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Could your dog’s favorite toy actually be poisoning him? If your dog loves plastic, rubbery toys, it’s not so far-fetched.
According to a presentation by the Society of Environmental Toxicology and Chemistry conference, many of the plastic and rubbery toys and fetching batons that our dogs chew on and play with every day, contain dangerous chemicals that may be harmful to their health.
You’ve no doubt read the warning labels or seen children’s toys and sippy cups advertising that they are now “BPA Free.” BPA, or bisphenol A, is a chemical added to plastic and vinyl to give it elasticity. Recent studies have shown that this chemical, which had previously been widely used in plastic and vinyl products ranging from cups and dinner plates, to toys and storage bins, acts as endocrine disruptors that mimic estrogen or act as anti-androgens when leached into the human body.
These recent studies and warnings regarding chemicals used in plastic and their danger to humans caught the attention of The Society of Environmental Toxicology and Chemistry, who decided to research the same chemicals and their potential danger in dog toys.
According to Discovery News, Phil Smith and Kimberly Wooten of Texas Tech University co-authored the study. Phil Smith, who raises, trains, and hunts with his Labrador Retrievers, was especially concerned with the fetching batons, or “bumpers,” that are commonly, and heavily, used during training, and plastic and rubber toys that many dogs play with every day, including chew-bones that are given to dogs as a supposed safe alternative to chewing real bones and foreign objects during teething.
To test for the chemicals, the researchers created simulated dog saliva, then simulated chewing by squeezing purchased bumpers and dog toys with stainless steel salad tongs. Some bumpers and toys were also weathered outside to determine if older toys gave off more chemicals.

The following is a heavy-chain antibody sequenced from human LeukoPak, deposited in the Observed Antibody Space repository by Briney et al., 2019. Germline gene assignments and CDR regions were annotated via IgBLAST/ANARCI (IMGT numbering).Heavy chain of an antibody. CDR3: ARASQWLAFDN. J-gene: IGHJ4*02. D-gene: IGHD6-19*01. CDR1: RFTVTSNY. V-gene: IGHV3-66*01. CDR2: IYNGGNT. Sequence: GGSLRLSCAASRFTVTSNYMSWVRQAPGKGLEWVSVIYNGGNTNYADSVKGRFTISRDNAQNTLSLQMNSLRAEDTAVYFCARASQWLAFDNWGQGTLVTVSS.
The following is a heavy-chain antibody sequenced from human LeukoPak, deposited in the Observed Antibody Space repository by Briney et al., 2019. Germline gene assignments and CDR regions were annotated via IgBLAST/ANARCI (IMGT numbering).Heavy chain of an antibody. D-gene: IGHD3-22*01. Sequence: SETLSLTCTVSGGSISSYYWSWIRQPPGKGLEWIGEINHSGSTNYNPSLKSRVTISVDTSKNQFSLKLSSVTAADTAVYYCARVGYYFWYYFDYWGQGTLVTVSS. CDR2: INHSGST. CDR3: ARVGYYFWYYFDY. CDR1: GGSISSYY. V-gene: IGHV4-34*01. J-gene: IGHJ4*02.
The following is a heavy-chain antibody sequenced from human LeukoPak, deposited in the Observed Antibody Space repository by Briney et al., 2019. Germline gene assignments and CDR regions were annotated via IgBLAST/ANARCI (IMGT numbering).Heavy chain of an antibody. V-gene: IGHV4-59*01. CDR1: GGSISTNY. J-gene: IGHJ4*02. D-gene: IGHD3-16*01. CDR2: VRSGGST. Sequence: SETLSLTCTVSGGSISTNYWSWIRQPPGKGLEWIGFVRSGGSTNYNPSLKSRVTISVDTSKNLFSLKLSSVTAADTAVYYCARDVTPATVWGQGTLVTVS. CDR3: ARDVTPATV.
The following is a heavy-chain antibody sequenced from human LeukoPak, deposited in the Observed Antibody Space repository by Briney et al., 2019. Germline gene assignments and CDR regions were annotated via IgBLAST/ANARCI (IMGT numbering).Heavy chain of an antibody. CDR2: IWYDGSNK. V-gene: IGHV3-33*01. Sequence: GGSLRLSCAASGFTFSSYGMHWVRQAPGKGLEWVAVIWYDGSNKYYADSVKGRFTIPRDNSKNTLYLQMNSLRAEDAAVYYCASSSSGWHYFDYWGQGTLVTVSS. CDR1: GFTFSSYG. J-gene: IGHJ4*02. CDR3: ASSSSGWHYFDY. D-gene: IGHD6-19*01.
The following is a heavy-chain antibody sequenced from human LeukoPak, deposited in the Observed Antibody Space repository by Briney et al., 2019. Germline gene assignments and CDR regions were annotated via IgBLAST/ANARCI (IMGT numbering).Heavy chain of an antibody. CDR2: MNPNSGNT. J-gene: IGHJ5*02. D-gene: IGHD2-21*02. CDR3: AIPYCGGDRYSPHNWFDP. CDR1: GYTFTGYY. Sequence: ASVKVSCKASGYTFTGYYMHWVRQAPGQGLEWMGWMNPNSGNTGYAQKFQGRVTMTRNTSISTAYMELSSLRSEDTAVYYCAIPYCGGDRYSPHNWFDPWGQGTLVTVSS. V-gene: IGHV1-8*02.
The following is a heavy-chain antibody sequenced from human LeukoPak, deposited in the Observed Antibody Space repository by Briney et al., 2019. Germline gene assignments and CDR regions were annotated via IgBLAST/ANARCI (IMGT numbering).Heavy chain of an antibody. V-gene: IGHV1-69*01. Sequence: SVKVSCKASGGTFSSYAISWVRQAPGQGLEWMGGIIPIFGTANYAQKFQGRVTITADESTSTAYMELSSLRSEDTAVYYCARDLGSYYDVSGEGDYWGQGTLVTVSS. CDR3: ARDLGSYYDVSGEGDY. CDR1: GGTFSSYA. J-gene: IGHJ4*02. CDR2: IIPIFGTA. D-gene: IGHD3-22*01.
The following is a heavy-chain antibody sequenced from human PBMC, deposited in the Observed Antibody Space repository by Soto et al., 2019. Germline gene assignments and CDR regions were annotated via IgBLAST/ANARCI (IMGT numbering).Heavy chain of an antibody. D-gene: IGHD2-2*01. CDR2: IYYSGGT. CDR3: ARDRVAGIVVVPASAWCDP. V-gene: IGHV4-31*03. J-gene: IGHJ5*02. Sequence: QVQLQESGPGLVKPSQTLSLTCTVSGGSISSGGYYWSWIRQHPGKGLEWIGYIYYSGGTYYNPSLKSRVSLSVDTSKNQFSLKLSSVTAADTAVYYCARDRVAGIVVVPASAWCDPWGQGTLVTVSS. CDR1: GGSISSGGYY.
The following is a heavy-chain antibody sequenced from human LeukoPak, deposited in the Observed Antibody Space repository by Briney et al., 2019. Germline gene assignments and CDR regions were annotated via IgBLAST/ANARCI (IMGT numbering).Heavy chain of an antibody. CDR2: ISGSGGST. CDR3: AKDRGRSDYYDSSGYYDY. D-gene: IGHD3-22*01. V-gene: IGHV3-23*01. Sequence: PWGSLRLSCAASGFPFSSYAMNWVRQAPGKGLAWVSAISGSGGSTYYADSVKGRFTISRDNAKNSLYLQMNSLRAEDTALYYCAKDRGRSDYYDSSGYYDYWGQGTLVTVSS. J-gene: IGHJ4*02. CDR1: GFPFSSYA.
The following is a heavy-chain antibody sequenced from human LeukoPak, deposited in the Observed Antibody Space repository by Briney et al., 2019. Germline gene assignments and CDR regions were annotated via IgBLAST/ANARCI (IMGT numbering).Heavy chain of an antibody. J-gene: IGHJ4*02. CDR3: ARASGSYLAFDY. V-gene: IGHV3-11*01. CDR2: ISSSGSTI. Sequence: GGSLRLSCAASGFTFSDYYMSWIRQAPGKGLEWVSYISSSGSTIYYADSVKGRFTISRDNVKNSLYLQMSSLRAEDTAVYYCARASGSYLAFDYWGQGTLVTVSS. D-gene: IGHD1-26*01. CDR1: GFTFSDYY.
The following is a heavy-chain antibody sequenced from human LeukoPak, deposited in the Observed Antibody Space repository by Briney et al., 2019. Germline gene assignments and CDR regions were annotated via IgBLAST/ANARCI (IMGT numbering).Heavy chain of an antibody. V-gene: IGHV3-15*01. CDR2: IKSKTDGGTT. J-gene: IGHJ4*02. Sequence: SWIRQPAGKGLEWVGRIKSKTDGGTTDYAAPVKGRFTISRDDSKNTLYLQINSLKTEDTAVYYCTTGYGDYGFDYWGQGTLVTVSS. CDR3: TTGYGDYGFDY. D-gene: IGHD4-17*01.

“We found that the aging or weathering the toys increased concentrations of BPA and phthalates,” Smith explained. “The toys had lower concentrations of phthalates than the bumpers, so that’s good news. But they also had some other chemicals that mimicked estrogen. We need to find out what those are.”
Wooten explained that BPA and phthalates can have effects on developing fetuses and can have a lifelong effect on offspring of lab animals. Studies on humans have resulted in mixed conclusions, but concern was enough to warrant the U.S. government banning the use of BPA in baby bottles this year.
Many more studies have yet to be conducted, especially regarding the safety of these rubber and plastic toys and the chemicals that are leached into our dogs’ bodies. However, Smith and Wooten’s research indicated that levels of BPA and phthalates contained within dog toys are higher than those normally found in children’s toys.
Luckily, since the discovery of the negative effects of BPA on children, some dog toy manufacturers have already started a trend of manufacturing BPA Free dog toys. Some safe bets in you’re looking to buy dog toys free of these potentially harmful chemicals are Planet Dog, West Paw Design, and Jolly Pets.
For the safety of your pets, look for products that are “BPA Free” or made in the US from 100% natural rubber. If you know of a brand that provides these types of safe dog toys and fetching batons, please share with our readers in a comment below.